Chin said it’s too soon to say which projects could be axed. The mayor has repeatedly griped about city construction costs.

“We’ve been told all along that the capital improvement plan should be a certain amount, that it should be kept at $125 million dollars,” Carlisle told Civil Beat in November. “That’s been the recommendation over and over and over again by the budget people. What happened last year is that went up to $288 million, which was more than double. I want to find out (where) that money was spent.”

The mayor is a vocal supporter of the city’s multibillion-dollar rail project, which city officials say will create thousands of local construction jobs. Carlisle has also grudgingly acknowledged the necessity of complying with a consent decree that will cost the city billions of dollars in sewer system upgrades over the next 30 years.

Carlisle said the shortfall the city is facing is “significant,” though less than $100 million as he originally estimated. Late last year, he said he had already put a stop to a multimillion-dollar city construction project, but declined to elaborate. The mayor has also been vocal about his support for development as a means to economic rejuvenation. Carlisle tapped a Department of Planning and Permitting director who boasted of processing more than “14,000 building permits, representing $1.9 billion of construction work” last fiscal year. At his October swearing-in, one of the major priorities Carlisle cited was to “get money out of government and into the private sector, and specifically the construction industry.”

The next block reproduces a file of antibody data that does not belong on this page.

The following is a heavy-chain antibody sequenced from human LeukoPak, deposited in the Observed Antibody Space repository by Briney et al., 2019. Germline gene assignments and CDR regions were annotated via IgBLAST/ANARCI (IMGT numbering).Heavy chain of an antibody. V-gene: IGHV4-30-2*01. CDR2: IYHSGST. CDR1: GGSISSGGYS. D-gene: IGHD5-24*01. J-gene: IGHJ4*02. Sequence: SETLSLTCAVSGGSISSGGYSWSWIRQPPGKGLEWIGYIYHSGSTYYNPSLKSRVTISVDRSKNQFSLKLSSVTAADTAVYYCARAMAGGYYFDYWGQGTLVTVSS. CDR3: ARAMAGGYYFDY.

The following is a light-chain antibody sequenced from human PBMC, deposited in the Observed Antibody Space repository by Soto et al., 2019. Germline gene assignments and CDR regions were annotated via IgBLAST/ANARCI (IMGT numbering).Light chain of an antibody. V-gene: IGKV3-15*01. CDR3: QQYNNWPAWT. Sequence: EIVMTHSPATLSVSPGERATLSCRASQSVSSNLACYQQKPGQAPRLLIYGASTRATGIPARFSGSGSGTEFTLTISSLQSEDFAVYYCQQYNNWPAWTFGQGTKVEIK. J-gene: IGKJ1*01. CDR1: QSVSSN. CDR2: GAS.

“Ultimately, you’re sort of putting things into categories,” Carlisle said at the time. “You end up with the conclusion that we need to be far more fiscally disciplined in terms of saving money and far more disciplined in terms of spending money.”

Carlisle said he wants to limit capital improvements outside of rail and sewers to $125 million. But the city’s capital budget for highways and streets alone was more than $126 million last year. Managing director Chin said part of being more disciplined requires a willingness to look at spending over a longer period of time.